An Unconditional Withdrawal from the Territories is Urgently Needed
An Unconditional Withdrawal from the Territories is Urgently Needed
[Ami Ayalon, 55, headed Israeli interior security, Shin Beth, from February 1996 until May 2000. Small, lean, dressed in jeans and an open shirt, he speaks calmly, but forcefully.]
Alain Cypel (Le Monde): How do you see the state of political debate in Israel?
Ami Ayalon: Israeli society, top to bottom, is sinking into confusion. There are no reference points. People mask this reality with swaggering slogans: "We will vanquish terrorism!". At a colloquium, the army chief of staff declares: "We are winning"; he evokes the "superiority of Tsahal" -- the Israeli army -- and his "feeling that the nation is finding its strength."
Then he adds "there are today more Palestinian terrorists than a year ago" and says there will be even more tomorrow! If we are winning, how come terrorists are multiplying?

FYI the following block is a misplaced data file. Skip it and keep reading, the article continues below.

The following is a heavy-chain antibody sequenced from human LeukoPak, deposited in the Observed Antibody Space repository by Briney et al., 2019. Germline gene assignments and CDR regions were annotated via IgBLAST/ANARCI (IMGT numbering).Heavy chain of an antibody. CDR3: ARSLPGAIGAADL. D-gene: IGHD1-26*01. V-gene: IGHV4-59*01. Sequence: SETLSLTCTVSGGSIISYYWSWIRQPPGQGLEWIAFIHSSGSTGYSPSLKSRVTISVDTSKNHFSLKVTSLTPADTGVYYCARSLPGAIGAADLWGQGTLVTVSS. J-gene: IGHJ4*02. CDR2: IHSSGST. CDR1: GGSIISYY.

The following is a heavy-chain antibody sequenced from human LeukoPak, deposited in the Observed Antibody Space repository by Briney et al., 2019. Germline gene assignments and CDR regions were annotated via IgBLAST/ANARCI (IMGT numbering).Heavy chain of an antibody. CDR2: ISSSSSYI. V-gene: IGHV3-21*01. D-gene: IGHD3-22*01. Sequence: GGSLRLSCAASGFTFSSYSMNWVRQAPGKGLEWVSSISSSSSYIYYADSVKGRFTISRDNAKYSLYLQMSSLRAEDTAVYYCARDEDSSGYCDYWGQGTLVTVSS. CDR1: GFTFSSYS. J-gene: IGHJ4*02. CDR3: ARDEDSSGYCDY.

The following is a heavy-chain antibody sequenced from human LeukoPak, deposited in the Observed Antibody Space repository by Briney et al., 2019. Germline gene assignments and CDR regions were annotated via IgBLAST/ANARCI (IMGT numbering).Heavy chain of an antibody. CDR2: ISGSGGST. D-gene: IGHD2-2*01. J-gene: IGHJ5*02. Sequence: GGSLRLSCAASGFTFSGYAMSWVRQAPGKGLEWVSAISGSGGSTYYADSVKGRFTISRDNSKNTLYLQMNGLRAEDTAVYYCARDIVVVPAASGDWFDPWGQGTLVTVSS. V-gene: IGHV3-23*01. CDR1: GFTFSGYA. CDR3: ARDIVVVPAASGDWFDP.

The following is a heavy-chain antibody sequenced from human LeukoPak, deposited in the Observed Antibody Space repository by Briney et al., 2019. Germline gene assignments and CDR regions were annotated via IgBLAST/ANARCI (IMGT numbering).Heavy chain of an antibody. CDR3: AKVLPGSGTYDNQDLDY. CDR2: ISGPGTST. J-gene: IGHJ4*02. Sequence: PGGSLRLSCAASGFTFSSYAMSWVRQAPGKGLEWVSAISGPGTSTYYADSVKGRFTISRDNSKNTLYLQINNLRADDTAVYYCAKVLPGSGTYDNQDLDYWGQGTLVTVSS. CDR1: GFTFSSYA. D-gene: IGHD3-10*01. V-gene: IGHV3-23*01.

In Israel, no one is in touch with reality. This is a consequence of a misperception of the peace process. "We have been generous and they refused!" is ridiculous, and everything that follows from this misperception is skewed. Moreover, our obsession with the Palestinians makes us forget to ask questions about ourselves. What do we want to be?
Where are we going? No leader addresses these questions. Thus the confusion and general anxiety.
AC: The majority of leaders though are convinced that time works in favor of Israel.
AA: Since September 11, our leaders have been euphoric. With no more international pressures on Israel, they think, the way is open. This obscures the consequences of our holding onto the Palestinian Territories.
This is not only a moral matter. Our founders saw a state that provided a homeland for Jews and was a democracy. From both points of view, time plays against us! Demographically, it works in favor of the Palestinians. And politically in favor of Hamas and the settlers. But to fight against Hamas, we must evacuate the settlers, whose proximity to the Palestinians reinforces hatred.
Among the Palestinians, the weight of the Islamists is increasing, and also that of intellectuals who used to favor a two-state solution, but who now say: "Since the Israelis will never evacuate the settlements, well, then, there will be a binational state."